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JMP Review: Good for Visual Charts/Graphs, Data Mining, and Experiment Design (DOE)
https://www.trustradius.com/data-visualization-biJMP Statistical Discovery Software from SASUnspecified8.263101
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March 26, 2014

JMP Review: Good for Visual Charts/Graphs, Data Mining, and Experiment Design (DOE)

Score 8 out of 101
Vetted Review
Verified User
Review Source

Software Version

JMP Pro

Overall Satisfaction with JMP

In our company, JMP is used primarily for data analysis by the engineering support group. We use JMP's analysis capability to leverage data to make better decisions, AND to help show that data to tell a story to others in the organization.
  • JMP is GREAT with graphical representations of data. It has a very graphical interface that allows for intuitive interaction. For example, if I graph a distribution of data, and I have some outliers, circling that area of the graph will hilight the rows of data on the corresponding table.
  • JMP's graph builder is a big hit. If I have a complex data set, I may know that I want to display it visually, but might not be sure about the best way to do that. The graph building feature is a fantastic way to "poke and prod" at the graph and get it to look just right. The map support is great. You want to show sales volumes by state in a map? JMP does it in a snap. The inner geek in you will get a kick out of all the ways you can show your data!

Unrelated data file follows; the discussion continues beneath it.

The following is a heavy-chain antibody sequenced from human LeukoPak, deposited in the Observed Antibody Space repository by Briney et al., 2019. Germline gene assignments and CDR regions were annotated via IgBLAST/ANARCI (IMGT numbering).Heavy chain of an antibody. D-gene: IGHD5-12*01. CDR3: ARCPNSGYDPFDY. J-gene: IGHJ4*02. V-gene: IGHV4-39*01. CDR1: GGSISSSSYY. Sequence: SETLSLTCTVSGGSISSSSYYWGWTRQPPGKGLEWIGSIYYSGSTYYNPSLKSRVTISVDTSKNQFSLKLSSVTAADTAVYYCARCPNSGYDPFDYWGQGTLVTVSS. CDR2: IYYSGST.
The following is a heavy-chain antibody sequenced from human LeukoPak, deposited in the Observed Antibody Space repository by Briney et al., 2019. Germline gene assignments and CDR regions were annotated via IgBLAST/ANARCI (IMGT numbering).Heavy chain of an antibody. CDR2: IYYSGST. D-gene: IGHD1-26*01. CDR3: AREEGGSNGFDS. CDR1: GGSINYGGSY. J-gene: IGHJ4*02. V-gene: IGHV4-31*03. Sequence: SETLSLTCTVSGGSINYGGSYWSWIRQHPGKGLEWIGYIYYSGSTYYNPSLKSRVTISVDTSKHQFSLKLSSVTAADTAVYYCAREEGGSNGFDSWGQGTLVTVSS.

• JMP is tuned to letting your numbers tell a story. If you have data, and a clear decision, but have trouble showing that to others, JMP can be extremely valuable. You can export your analyses as PDF files for easy viewing, and some modeling can even be saved as interactive HTML files, so that others can explore the data on their own.
  • One thing that you get with JMP that is hard to quantify, is access to a tremendous community of problem solvers, statisticians, and people using data to make better decisions. Most communities have a JMP Users Group (JUG) that provides a forum to learn from peers how to apply JMP's capabilities in new ways. Also, JMP will occasionally provide speakers and trainers as part of their discovery series, where you can hear presentations from some really high caliber people who are on the cutting edge of experiment design, data representation, and data mining. (All of these things I've just mentioned are provided at no additional cost.) Elsewhere in my review I mentioned that JMP's price structure, (high initial seat prices with prorated prices as you add users) might be prohibitive. I HAVE to think that their pricing model represents their commitment to support their software and get you up and using it.
  • In general JMP is much better fit for a general "data mining" type application. If you want a specific statistics based toolbox, (meaning you just want to run some predetermined test, like testing for a different proportion) then JMP works, but is not the best. JMP is much more suited to taking a data set and starting from "square 1" and exploring it through a range of analytics.